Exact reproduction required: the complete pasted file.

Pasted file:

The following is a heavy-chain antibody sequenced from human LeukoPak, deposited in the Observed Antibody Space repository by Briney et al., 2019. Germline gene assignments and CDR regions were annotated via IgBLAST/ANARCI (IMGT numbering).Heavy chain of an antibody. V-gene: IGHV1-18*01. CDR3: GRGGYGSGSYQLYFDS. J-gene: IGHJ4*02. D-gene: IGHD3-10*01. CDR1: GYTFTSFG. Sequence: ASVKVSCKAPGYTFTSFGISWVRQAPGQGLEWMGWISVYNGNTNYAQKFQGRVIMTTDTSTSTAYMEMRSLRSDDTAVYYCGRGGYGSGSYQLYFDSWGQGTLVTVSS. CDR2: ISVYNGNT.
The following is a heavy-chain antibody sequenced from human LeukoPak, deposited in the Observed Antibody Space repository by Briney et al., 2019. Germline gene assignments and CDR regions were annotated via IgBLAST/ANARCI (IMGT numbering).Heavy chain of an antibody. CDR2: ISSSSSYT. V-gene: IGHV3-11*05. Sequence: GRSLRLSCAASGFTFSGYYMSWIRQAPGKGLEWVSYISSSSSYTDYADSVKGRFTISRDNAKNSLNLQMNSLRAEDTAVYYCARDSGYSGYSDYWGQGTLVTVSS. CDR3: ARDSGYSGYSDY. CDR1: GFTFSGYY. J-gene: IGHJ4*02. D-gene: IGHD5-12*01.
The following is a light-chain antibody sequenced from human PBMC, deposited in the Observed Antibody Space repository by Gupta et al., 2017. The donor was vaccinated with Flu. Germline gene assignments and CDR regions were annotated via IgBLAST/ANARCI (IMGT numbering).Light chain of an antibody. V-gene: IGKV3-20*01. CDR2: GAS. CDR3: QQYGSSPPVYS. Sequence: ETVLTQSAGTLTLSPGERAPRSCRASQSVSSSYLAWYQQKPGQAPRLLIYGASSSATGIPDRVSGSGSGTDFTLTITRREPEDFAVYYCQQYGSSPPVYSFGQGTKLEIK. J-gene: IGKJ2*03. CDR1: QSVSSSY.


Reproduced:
The following is a heavy-chain antibody sequenced from human LeukoPak, deposited in the Observed Antibody Space repository by Briney et al., 2019. Germline gene assignments and CDR regions were annotated via IgBLAST/ANARCI (IMGT numbering).Heavy chain of an antibody. V-gene: IGHV1-18*01. CDR3: GRGGYGSGSYQLYFDS. J-gene: IGHJ4*02. D-gene: IGHD3-10*01. CDR1: GYTFTSFG. Sequence: ASVKVSCKAPGYTFTSFGISWVRQAPGQGLEWMGWISVYNGNTNYAQKFQGRVIMTTDTSTSTAYMEMRSLRSDDTAVYYCGRGGYGSGSYQLYFDSWGQGTLVTVSS. CDR2: ISVYNGNT.
The following is a heavy-chain antibody sequenced from human LeukoPak, deposited in the Observed Antibody Space repository by Briney et al., 2019. Germline gene assignments and CDR regions were annotated via IgBLAST/ANARCI (IMGT numbering).Heavy chain of an antibody. CDR2: ISSSSSYT. V-gene: IGHV3-11*05. Sequence: GRSLRLSCAASGFTFSGYYMSWIRQAPGKGLEWVSYISSSSSYTDYADSVKGRFTISRDNAKNSLNLQMNSLRAEDTAVYYCARDSGYSGYSDYWGQGTLVTVSS. CDR3: ARDSGYSGYSDY. CDR1: GFTFSGYY. J-gene: IGHJ4*02. D-gene: IGHD5-12*01.
The following is a light-chain antibody sequenced from human PBMC, deposited in the Observed Antibody Space repository by Gupta et al., 2017. The donor was vaccinated with Flu. Germline gene assignments and CDR regions were annotated via IgBLAST/ANARCI (IMGT numbering).Light chain of an antibody. V-gene: IGKV3-20*01. CDR2: GAS. CDR3: QQYGSSPPVYS. Sequence: ETVLTQSAGTLTLSPGERAPRSCRASQSVSSSYLAWYQQKPGQAPRLLIYGASSSATGIPDRVSGSGSGTDFTLTITRREPEDFAVYYCQQYGSSPPVYSFGQGTKLEIK. J-gene: IGKJ2*03. CDR1: QSVSSSY.